Singing or thinking about “Over the river and through the woods to Grandmother’s house we go,” creates nostalgic feelings and good will regardless of some or no river or woods on the way to Grandma. Interesting to consider if decades from now our grandchildren will fondly remember bumper-to-bumper traffic on crowded interstates when traveling to their grandparents’ house for Thanksgiving weekend. That fourth week in November is one of the most heavily traveled times with traffic and congested highways and skies not exactly conducive to warm fuzzy feelings. But it’s our reality so we plan and respond accordingly.
Today’s world is full of choices and options which necessitate decisions even for something as traditional as Thanksgiving dinner. Fresh turkey or frozen? Cook for hours or order the feast from the local deli? Skip Aunt Bethany’s traditional and flavorful homemade dressing, or spend precious time chopping all the ingredients? Cranberry sauce is considered outdated by many while Buffalo chicken dip receives raves. Eggnog makes its annual holiday debut and older guests fondly recall when it was homemade with no concern about the healthiness of eggs and cream.
Traditional “good dishes and silver” were brought out with frequent reminders to youngsters about being careful not to break anything. Paper and plastic were not appropriate table settings. Tablecloths and cloth napkins were freshly washed and ironed with hopes that inevitable spills didn’t stain.
Shopping after Thanksgiving dinner was unheard of and impossible as stores weren’t open on Thursday. It would have been considered by many to be sacrilegious and disrespectful. The day was devoted to newspaper ads detailing Friday’s bargains; parades; football games, and maybe a Charlie Brown TV special. Guests visited, played games, laughed, reminisced, and often dozed briefly after dinner. Turkey sandwiches and round two of the desserts were served later in the evening.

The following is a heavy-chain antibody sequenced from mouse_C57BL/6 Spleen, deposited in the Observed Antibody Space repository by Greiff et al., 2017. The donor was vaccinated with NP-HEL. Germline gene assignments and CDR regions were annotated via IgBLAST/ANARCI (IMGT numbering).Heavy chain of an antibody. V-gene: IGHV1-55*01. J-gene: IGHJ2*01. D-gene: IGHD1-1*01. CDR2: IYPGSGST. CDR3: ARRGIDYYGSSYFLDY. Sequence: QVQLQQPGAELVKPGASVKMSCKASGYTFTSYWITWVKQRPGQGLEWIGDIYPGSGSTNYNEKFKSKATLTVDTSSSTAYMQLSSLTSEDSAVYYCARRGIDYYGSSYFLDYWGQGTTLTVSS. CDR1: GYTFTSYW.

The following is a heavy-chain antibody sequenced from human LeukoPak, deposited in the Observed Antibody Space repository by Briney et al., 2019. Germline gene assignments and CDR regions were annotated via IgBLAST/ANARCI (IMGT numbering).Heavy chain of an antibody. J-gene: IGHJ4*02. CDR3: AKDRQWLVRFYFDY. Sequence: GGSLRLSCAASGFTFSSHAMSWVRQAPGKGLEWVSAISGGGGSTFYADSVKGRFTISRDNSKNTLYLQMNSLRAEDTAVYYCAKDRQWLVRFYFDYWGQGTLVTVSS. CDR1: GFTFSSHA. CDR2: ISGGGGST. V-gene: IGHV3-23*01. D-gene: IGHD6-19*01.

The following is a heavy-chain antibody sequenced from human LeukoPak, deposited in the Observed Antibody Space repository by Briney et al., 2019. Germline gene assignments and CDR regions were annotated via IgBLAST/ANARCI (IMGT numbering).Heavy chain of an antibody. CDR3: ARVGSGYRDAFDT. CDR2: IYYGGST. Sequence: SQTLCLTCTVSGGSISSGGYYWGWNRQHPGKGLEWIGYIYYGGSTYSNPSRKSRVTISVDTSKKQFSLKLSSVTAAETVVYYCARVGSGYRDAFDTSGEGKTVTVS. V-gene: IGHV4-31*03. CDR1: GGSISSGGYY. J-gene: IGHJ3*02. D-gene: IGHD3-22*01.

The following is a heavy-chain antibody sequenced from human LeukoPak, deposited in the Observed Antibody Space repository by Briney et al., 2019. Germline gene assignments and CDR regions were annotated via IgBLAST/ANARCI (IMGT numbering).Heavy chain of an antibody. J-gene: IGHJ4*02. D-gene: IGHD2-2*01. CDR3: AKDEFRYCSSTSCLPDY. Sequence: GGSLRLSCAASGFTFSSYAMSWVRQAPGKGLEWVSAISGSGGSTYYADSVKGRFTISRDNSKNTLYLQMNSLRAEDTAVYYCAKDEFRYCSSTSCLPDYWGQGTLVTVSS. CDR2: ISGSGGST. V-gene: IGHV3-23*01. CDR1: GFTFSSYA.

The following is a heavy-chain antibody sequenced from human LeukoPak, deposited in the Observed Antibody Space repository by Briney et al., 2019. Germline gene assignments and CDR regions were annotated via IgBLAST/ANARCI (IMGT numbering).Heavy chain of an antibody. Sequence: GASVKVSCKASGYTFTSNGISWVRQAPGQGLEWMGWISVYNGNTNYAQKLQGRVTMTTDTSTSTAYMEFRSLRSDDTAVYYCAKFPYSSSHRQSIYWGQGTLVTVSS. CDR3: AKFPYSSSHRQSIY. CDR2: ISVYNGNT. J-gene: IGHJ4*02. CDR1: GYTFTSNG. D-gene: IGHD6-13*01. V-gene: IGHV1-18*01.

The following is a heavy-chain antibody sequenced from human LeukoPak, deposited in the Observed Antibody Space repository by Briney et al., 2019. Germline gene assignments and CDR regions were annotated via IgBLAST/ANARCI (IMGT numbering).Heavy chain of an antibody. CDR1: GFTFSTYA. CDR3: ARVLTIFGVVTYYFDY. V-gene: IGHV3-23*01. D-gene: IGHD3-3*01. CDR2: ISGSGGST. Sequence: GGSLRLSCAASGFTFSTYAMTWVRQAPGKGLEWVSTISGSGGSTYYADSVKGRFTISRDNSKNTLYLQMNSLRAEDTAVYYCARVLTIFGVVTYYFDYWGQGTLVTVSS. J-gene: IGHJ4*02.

Today’s society is often criticized for losing sight of what’s genuinely important in life. It’s easy to get caught up in the commercialism, wanting what neighbors have that we don’t, and failing to appreciate what is ours. Those aren’t distractions only in 2016, but they are more pronounced because we’re bombarded with advertisements and social media. We can see, talk to, hear, and “visit” with a mere touch on a keyboard. As with most situations, there are advantages and disadvantages to all that entails.
Thanksgiving, like any holiday, isn’t bound by certain decorum. Traditions are wonderful, but only if they remain useful and meaningful. Our Thanksgiving Day celebration in 1998 occurred some six weeks after my Mother died. My two daughters, young adults living independently at the time, cooked dinner at my younger daughter’s apartment. We enjoyed traditional foods and new tastes even while missing two very important people. My husband, an airline employee working in St. Louis, didn’t have the day off. My mother’s absence was poignantly felt, but my daughters wisely chose creative “new to us” ways of observing the day. We were in a different setting, celebrating with friends, gratitude, loving remembrances, laughter, tears, and reminders that life continues and can be enjoyed even with the absence of loved ones.
Relationships trump traditions, loving memories help ease sadness, and a generous heart and willingness to improvise create the atmosphere where gratitude can reign on Thanksgiving and every day.